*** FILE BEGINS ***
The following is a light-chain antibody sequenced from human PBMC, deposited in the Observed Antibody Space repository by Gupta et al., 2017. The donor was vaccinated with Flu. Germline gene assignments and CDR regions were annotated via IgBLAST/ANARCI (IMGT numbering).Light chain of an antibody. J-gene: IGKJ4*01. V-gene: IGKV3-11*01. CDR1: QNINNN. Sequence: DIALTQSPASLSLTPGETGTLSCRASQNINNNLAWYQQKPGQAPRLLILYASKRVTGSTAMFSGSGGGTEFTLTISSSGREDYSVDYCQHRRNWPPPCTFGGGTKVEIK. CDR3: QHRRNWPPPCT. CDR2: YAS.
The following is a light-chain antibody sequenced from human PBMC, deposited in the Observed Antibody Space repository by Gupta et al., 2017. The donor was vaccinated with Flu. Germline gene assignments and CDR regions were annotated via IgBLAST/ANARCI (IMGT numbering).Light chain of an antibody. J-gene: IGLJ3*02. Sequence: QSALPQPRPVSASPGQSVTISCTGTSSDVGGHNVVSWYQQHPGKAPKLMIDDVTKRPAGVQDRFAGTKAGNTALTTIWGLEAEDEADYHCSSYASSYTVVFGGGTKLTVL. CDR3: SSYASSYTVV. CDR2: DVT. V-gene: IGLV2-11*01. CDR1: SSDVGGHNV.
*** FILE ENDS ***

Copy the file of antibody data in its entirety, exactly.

The following is a light-chain antibody sequenced from human PBMC, deposited in the Observed Antibody Space repository by Gupta et al., 2017. The donor was vaccinated with Flu. Germline gene assignments and CDR regions were annotated via IgBLAST/ANARCI (IMGT numbering).Light chain of an antibody. J-gene: IGKJ4*01. V-gene: IGKV3-11*01. CDR1: QNINNN. Sequence: DIALTQSPASLSLTPGETGTLSCRASQNINNNLAWYQQKPGQAPRLLILYASKRVTGSTAMFSGSGGGTEFTLTISSSGREDYSVDYCQHRRNWPPPCTFGGGTKVEIK. CDR3: QHRRNWPPPCT. CDR2: YAS.
The following is a light-chain antibody sequenced from human PBMC, deposited in the Observed Antibody Space repository by Gupta et al., 2017. The donor was vaccinated with Flu. Germline gene assignments and CDR regions were annotated via IgBLAST/ANARCI (IMGT numbering).Light chain of an antibody. J-gene: IGLJ3*02. Sequence: QSALPQPRPVSASPGQSVTISCTGTSSDVGGHNVVSWYQQHPGKAPKLMIDDVTKRPAGVQDRFAGTKAGNTALTTIWGLEAEDEADYHCSSYASSYTVVFGGGTKLTVL. CDR3: SSYASSYTVV. CDR2: DVT. V-gene: IGLV2-11*01. CDR1: SSDVGGHNV.